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i'm writing an application that use avfoundation and some cmtime. I have log the values of my cmtime maded by CMTimeMake(). This value seems to be rounded to the nearest integer value. I need a cmtime with the precise value,without rounding. I have see the rounding constants in the cmtime reference:

enum {
   kCMTimeRoundingMethod_RoundHalfAwayFromZero = 1,
   kCMTimeRoundingMethod_RoundTowardZero = 2,
   kCMTimeRoundingMethod_RoundAwayFromZero = 3,
   kCMTimeRoundingMethod_QuickTime = 4,
   kCMTimeRoundingMethod_RoundTowardPositiveInfinity = 5,
   kCMTimeRoundingMethod_RoundTowardNegativeInfinity = 6,

   kCMTimeRoundingMethod_Default = kCMTimeRoundingMethod_RoundHalfAwayFromZero

There isn't any example,how i can apply this constants to my cmtime? Or if this isn't the right way,how i can extract a precise value from a cmtime?


I have found and test CMTIME_HAS_BEEN_ROUNDED() ,I have passed my CMTime in this function and it returns No (it means that the value has not been rounded). So why i loose my decimals?

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How do you know it is being rounded? Show some code demonstrating the issue. –  freespace Mar 24 '11 at 11:34
i'm taking the currentime (a float value) of an avaudiorecorder,this value is inserted in an array then each object of this array is transformed in a cmtime. So this is the value in the array maded by this nslog: NSLog(@"Value: %f",[[Array objectAtIndex:i]floatValue]); Value: 1.658526 This is the value for this index after transformation in cmtime : NSLog(@"value %f",CMTimeGetSeconds(transformedcmtime)); value: 1.000000 –  Cri1682 Mar 24 '11 at 11:39
How are you performing the transformation to cmtime? –  freespace Mar 25 '11 at 2:07
By passing the float values of an array in a cmtimemake: CMTime transformedcmtime=CMTimeMake([[Array objectAtIndex:i]floatValue], 1); –  Cri1682 Mar 25 '11 at 7:46
finally, the problem presents itself :) Next time just paste all the relevant code :) –  freespace Mar 25 '11 at 8:03

2 Answers 2

up vote 5 down vote accepted

If you read the documentation for CMTime you will see that it stores time as a rational number using a numerator and denominator. The numerator is int64_t while the denominator is int32_t.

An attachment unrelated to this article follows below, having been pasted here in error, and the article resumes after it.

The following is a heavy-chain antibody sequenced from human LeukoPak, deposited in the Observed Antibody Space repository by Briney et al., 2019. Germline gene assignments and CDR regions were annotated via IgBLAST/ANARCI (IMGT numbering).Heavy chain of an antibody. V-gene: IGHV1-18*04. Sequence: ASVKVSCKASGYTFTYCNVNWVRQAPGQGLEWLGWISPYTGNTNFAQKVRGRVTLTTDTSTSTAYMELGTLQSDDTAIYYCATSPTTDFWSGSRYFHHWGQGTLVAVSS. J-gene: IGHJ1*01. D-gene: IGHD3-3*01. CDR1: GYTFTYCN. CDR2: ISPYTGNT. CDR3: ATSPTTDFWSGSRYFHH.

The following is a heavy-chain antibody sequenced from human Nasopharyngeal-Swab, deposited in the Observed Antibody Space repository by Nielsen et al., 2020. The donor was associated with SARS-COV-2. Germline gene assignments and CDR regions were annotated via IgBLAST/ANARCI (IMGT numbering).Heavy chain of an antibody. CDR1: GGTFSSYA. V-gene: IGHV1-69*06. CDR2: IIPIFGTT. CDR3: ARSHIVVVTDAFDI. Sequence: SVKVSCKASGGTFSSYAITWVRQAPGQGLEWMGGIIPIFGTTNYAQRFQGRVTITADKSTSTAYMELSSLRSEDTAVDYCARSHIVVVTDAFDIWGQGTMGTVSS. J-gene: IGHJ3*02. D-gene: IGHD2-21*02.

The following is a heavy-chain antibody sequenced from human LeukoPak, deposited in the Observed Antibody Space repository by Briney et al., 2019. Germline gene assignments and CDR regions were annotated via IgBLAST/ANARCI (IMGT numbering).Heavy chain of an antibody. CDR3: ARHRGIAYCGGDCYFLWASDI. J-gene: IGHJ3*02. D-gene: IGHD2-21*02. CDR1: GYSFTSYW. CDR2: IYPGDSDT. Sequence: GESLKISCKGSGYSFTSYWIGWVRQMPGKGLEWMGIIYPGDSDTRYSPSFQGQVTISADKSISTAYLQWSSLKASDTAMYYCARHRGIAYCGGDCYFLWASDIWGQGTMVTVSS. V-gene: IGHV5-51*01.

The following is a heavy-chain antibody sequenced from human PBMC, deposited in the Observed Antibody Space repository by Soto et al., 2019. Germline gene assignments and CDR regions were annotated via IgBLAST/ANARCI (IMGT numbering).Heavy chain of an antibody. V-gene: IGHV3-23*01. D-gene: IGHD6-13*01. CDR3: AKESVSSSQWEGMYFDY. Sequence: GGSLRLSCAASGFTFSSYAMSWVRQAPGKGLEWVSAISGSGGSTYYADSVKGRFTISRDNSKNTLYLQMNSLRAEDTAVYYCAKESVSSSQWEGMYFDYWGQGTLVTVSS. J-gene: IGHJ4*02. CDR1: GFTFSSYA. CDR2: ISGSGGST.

The numerator specifies how many "ticks" have passed, and the denominator specifies how many "ticks" per second.

So 0.5 seconds can be stored as:

  • 100/200: 100 ticks, 200 ticks per second
  • 500/1000: 500 ticks, 1000 ticks per second
  • 8/16, 8 ticks, 16 ticks per second

And so forth. The way you have done it, using

CMTimeMake([[Array objectAtIndex:i]floatValue], 1);

Is saying "there is one tick per second", and since the numerator is an integer, the float value is truncated so only the 1 is stored. Therefore you are specifying time as: 1/1, one tick has elapsed, one tick per second, so you are actually storing exactly 1 second.

To fix this, it depends on what you want to do and whether you care about the timescale. Apple recommends a timescale of 600, but if you don't care, you can just do this:

CMTimeMake([[Array objectAtIndex:i]floatValue]*1000, 1000);

That sets timescale to 1000, so 1000 ticks per second, so one millisecond per tick. It also converts the time in seconds to milliseconds. Note that it truncates the 4th digit, so if you had 1.2345 you just get 1.234 not 1.235. If that matters to you, see roundf.

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Solved!Thanks,next time i'll paste all the code :) –  Cri1682 Mar 25 '11 at 8:29

CMTimeMake([[Array objectAtIndex:i]floatValue]*1000, 1000);

This helped me to get exact time in milliseconds. Cheers.

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